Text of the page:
TODD SMITH’S SPIN CYCLE — ‘Newsjacking’ is latest social media phenom
by Todd Smith
Published: August 22,2014
Anyone remember this famous tweet from Waffle House – “We don’t believe in Belgium Waffles”? It happened during Team USA’s run in the World Cup. As you know, Waffle House got a little notoriety from that soccer success as well. This act of genius coined a new term used frequently by David Meerman Scott, a marketing, PR and ad strategist – called “newsjacking.”
“Newsjacking” is when brands, companies and organizations ride the coattails of breaking news, and become part of the story by leveraging media coverage with social media engagement and stimulating brand awareness. It has become a social media phenomenon that brands and people alike try to leverage for their benefit – with varying degrees of success. It’s like photo bombing an online conversation, and it works well if done properly.
Here are 5 important rules if you are going to leverage your brand through “newsjacking”:
1. Tragedy Doesn’t Sell. From Kenneth Cole trying to sell shoes because people were dying in Cairo to the brands that thought a headline like “This storm blows but free shipping is a breeze” will help sell things during Hurricane Sandy, every social media and PR practitioner across this country should know that there is no place for this in death and destruction. This is a stain of #PRFail that most brands never wipe away because they are inexorably linked with stupidity, callousness and tastelessness. Rule No. 1: “newsjacking” is all about real-time decision making, but more importantly, it’s all about using good judgement.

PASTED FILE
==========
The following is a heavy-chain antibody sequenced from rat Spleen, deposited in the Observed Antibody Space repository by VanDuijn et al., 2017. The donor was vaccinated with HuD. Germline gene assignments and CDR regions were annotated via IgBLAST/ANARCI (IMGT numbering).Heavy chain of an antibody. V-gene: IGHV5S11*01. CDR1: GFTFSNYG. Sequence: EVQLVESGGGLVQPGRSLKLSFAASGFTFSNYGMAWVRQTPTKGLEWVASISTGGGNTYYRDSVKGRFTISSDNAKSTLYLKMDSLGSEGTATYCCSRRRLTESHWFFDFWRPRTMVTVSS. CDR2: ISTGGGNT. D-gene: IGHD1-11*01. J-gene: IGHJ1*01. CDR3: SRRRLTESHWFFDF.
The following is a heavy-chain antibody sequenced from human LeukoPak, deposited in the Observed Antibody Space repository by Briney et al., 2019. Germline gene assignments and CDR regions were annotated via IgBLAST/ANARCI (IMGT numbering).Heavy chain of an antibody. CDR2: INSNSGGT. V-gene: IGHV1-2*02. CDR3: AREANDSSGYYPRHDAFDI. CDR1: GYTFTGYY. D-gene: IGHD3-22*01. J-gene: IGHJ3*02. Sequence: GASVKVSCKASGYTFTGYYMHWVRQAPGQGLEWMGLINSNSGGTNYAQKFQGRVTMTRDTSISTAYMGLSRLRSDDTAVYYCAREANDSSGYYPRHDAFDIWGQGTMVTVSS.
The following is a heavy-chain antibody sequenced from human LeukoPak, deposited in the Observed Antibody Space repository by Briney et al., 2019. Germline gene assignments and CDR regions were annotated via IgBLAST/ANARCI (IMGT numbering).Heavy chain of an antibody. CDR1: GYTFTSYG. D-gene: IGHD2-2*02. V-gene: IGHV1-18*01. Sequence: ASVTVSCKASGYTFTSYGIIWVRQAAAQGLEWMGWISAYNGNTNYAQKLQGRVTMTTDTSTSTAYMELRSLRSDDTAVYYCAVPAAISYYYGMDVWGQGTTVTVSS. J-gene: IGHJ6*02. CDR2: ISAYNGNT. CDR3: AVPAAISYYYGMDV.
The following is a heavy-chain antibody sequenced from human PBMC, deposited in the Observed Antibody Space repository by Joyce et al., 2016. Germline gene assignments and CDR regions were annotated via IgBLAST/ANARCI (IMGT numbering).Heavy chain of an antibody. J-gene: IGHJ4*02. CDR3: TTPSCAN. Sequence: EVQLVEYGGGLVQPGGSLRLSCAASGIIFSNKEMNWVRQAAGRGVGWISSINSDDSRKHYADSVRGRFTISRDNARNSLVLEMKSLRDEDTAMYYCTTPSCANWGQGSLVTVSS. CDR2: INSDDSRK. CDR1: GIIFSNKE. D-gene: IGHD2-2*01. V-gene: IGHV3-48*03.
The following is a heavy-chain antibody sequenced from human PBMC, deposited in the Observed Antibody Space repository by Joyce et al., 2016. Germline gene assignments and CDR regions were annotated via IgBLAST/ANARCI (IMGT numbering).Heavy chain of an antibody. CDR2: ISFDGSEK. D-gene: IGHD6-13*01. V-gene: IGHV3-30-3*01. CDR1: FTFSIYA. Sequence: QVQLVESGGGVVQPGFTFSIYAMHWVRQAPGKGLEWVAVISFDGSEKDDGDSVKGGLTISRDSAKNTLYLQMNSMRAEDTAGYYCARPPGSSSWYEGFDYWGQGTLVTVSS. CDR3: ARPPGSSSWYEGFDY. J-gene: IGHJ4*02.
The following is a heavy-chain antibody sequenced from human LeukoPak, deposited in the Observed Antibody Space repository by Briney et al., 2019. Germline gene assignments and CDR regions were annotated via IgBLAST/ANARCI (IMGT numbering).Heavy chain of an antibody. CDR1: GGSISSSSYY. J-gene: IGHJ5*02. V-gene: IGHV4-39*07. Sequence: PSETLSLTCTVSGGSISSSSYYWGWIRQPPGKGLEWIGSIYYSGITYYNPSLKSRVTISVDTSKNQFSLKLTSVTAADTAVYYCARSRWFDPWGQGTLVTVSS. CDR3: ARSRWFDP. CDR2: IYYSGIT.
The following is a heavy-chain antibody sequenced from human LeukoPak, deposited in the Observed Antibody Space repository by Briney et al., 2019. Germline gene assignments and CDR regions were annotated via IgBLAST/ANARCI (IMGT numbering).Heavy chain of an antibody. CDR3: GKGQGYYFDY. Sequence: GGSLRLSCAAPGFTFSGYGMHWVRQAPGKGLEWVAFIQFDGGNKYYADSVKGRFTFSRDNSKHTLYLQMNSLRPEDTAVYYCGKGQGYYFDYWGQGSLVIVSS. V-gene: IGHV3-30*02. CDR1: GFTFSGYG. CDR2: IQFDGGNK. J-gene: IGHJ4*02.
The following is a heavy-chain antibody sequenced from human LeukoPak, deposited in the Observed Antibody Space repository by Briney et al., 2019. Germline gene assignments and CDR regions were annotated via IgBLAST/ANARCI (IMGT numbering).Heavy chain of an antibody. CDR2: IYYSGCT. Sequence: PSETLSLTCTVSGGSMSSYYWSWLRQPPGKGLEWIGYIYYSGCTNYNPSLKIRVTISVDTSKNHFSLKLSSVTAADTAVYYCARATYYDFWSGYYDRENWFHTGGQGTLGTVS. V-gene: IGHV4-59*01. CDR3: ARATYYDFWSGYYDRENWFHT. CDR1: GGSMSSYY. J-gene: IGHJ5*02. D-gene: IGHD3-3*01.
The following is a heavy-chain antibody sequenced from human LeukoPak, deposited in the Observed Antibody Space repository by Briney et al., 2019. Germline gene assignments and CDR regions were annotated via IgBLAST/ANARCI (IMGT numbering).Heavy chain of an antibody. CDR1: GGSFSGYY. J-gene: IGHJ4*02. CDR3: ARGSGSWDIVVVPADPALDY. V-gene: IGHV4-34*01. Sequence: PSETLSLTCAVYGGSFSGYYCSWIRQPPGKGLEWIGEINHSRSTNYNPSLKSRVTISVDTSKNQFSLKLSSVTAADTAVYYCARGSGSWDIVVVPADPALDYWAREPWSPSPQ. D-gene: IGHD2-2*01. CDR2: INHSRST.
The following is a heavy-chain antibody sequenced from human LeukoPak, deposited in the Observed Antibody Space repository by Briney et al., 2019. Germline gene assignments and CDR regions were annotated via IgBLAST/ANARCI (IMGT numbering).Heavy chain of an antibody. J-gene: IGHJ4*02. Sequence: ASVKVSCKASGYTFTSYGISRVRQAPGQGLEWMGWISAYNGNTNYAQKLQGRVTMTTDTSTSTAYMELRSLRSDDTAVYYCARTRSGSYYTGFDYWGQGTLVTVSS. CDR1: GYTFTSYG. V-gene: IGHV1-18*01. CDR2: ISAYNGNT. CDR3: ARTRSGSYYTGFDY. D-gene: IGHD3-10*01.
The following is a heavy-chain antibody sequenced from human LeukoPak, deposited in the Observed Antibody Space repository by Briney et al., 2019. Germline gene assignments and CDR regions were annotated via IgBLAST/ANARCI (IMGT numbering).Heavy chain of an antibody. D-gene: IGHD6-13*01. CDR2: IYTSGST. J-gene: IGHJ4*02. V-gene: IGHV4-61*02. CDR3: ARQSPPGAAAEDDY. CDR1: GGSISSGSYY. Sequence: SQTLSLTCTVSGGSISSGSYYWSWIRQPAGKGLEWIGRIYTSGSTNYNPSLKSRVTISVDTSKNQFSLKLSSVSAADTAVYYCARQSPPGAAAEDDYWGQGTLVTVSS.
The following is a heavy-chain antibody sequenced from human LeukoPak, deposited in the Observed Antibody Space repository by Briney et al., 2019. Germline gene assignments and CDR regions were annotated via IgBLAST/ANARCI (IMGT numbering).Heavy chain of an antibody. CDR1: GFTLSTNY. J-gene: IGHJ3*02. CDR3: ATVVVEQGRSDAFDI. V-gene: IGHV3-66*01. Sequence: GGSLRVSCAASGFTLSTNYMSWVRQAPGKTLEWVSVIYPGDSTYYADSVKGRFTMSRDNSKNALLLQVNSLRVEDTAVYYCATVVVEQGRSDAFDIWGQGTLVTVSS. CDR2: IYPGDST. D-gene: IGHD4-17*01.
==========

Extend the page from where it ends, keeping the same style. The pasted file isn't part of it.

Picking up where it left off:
2. Real Time Means Now. The art of “newsjacking” is the wit to take advantage of a trend or story for your brand. The science of it is timing, as in right before the trend or story saturates the general public. That’s when people lose interest, get tired, or just tune out. When the buzz is initially lifting, that’s the time to move. One of the most repeated examples of quick-witted responses at the ready is Oreo and their little “newsjacking” stunt during the Super Bowl in 2013, known as the #BlackoutBowl. Someone had an idea, so social media and graphic designers got together and did this. The rest is folklore and delicious history. The bottom line went up. Virality was created. And all because someone didn’t hesitate to add humor to a bad situation during the biggest sporting event of the year. Had that happened 15 minutes later? Pass the Chips Ahoy.